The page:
A Comprehensive Assessment of the Economic Impacts of Intellectual Property Rights: A Case Study of India
This Blog is written by Prerna Ganti from Symbiosis Law School, Hyderabad. Edited by Pranoy Singhla.
In the modern world, every nation is competing with each other to succeed in all fields. Various technological innovations, business ventures are being introduced to increase the growth and economy of the nation. Governments of all the nations are looking for ways to build their economy and develop the country. Thanks to the human brain, in fields such as technology, information, and culture, various advanced innovations are taking place. Man-made innovations are excelling all over the world. The Private Sector or Companies are an open door for such innovations as they build up and succeed their firms by such innovations. Every product we use in our day-to-day life is a creative innovation that we enjoy using human intelligence. The property that is developed using the human intellect or human mind is known as intellectual property.
The rights given to the owner or the creator over their creation is known as intellectual property rights. These rights grant the creator or the owner exclusive rights over his creation or innovation for a specific period. The value of the intellectual property and its concerning rights are becoming precious day by day. There are well-established statutory, administrative and judicial procedures for the protection of intellectual property rights in India. Patents, Copyrights, Trademark are some examples of intellectual property rights. Intellectual property rights play a significant role in the development of the economy of a nation. Laws relating to the IPR vary from country to country. The strict implementation of the IPR contributes significantly to economic growth in many advanced nations. Every business in the world is all about creation. IPR promotes innovation which in turn leads to the growth of the economy. The innovation thus leads to building goodwill for the company, which is essential. This name of goodwill is often exchanged or sold for a reasonable price in the market. Therefore, IPR leads to financial developments in a nation.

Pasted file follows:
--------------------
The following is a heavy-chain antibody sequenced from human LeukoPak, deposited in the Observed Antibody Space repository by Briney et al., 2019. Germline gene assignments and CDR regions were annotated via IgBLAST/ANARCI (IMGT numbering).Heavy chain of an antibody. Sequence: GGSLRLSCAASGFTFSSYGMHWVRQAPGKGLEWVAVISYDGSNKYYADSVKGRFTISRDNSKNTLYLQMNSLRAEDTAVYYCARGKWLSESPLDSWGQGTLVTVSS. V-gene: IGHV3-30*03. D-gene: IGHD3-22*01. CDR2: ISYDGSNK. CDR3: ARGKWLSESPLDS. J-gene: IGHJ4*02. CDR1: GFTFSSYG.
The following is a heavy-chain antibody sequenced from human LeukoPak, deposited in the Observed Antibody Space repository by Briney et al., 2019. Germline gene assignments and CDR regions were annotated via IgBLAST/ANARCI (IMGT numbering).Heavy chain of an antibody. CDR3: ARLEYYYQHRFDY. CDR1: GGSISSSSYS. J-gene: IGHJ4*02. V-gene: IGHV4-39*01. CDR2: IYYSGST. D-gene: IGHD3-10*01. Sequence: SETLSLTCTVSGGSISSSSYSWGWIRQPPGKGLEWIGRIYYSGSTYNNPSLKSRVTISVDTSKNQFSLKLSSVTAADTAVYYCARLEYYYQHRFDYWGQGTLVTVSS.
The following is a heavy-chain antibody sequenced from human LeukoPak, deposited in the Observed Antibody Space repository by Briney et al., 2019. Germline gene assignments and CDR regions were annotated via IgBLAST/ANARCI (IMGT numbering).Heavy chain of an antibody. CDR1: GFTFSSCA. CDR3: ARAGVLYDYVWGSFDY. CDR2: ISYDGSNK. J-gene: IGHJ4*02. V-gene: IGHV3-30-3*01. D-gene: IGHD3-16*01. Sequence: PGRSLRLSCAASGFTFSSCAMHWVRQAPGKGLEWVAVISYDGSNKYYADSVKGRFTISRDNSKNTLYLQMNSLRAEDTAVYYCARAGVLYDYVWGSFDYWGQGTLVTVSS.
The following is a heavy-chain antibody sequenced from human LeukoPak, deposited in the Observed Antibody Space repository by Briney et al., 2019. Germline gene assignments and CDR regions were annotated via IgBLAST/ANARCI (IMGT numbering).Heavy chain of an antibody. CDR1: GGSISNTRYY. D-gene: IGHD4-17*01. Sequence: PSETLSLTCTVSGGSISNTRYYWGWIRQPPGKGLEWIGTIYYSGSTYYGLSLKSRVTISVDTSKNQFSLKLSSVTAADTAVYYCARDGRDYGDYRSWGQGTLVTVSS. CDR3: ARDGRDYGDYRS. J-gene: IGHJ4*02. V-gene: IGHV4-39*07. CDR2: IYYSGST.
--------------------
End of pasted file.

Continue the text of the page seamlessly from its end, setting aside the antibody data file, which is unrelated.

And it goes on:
The role of Intellectual Property Rights in building the economy:
• is to develop a market for the invention so that it can be put to good use and inspire others to innovate and create
• prohibit competitors or anyone else from abusing or misusing the property without the creator’s consent
• to secure the creator’s interests and stimulate investment in research and information production by providing exclusive rights.
Apart from boosting the economy, there are various benefits of promoting Intellectual Property Rights, such as:
• Intellectual property protection allows businesses to profit from their ideas and expand: Firms that use IPR succeed as it helps them trade, develops and helps them innovate better. Hence, IPR promotes diversification, publication and diversity.
• The preservation of intellectual property encourages innovation: IPR increases a firm’s funding, letting them realise the need for innovation. Hence, this helps the firm understand the importance of innovation secured by IPR than those without it.
• Small and medium businesses benefit from intellectual property protection: It can be observed that small scale industries use IPRs on a large scale than more prominent firms. Therefore, by using IPR, SMEs develop better employment opportunities, more growth and increased income.
• Consumers and society benefit from intellectual property protection: IPR helps consumers use products virtually without any trouble. It also safeguards consumers from pirated versions and also protects the creator’s rights.
In India, intangibles, such as Intellectual Property, account for 60% or more of the market value of many firms today. The intellectual property they possess in the innovation they have invented is the only thing that matters to some small businesses. IPR has evolved into an ‘intellectual currency,’ promoting global economic growth, firm competitiveness, and innovation.